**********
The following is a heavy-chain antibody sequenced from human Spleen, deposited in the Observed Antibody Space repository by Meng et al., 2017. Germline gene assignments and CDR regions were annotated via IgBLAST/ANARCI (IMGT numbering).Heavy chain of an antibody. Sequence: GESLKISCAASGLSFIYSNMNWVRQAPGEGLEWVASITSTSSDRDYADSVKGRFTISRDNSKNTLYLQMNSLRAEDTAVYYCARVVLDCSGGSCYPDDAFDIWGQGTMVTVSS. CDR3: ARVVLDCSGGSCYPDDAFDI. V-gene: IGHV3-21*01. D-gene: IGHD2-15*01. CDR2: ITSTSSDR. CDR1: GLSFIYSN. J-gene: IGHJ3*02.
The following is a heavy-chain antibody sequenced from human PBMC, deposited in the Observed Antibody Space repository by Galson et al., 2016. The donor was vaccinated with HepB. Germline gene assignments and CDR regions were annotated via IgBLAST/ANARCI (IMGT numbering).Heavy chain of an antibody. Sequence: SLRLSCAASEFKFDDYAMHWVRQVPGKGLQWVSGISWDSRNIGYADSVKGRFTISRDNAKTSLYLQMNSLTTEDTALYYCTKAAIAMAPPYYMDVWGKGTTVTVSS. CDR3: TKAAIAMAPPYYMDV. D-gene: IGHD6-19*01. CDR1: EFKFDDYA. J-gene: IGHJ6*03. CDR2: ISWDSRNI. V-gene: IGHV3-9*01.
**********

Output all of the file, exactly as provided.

The following is a heavy-chain antibody sequenced from human Spleen, deposited in the Observed Antibody Space repository by Meng et al., 2017. Germline gene assignments and CDR regions were annotated via IgBLAST/ANARCI (IMGT numbering).Heavy chain of an antibody. Sequence: GESLKISCAASGLSFIYSNMNWVRQAPGEGLEWVASITSTSSDRDYADSVKGRFTISRDNSKNTLYLQMNSLRAEDTAVYYCARVVLDCSGGSCYPDDAFDIWGQGTMVTVSS. CDR3: ARVVLDCSGGSCYPDDAFDI. V-gene: IGHV3-21*01. D-gene: IGHD2-15*01. CDR2: ITSTSSDR. CDR1: GLSFIYSN. J-gene: IGHJ3*02.
The following is a heavy-chain antibody sequenced from human PBMC, deposited in the Observed Antibody Space repository by Galson et al., 2016. The donor was vaccinated with HepB. Germline gene assignments and CDR regions were annotated via IgBLAST/ANARCI (IMGT numbering).Heavy chain of an antibody. Sequence: SLRLSCAASEFKFDDYAMHWVRQVPGKGLQWVSGISWDSRNIGYADSVKGRFTISRDNAKTSLYLQMNSLTTEDTALYYCTKAAIAMAPPYYMDVWGKGTTVTVSS. CDR3: TKAAIAMAPPYYMDV. D-gene: IGHD6-19*01. CDR1: EFKFDDYA. J-gene: IGHJ6*03. CDR2: ISWDSRNI. V-gene: IGHV3-9*01.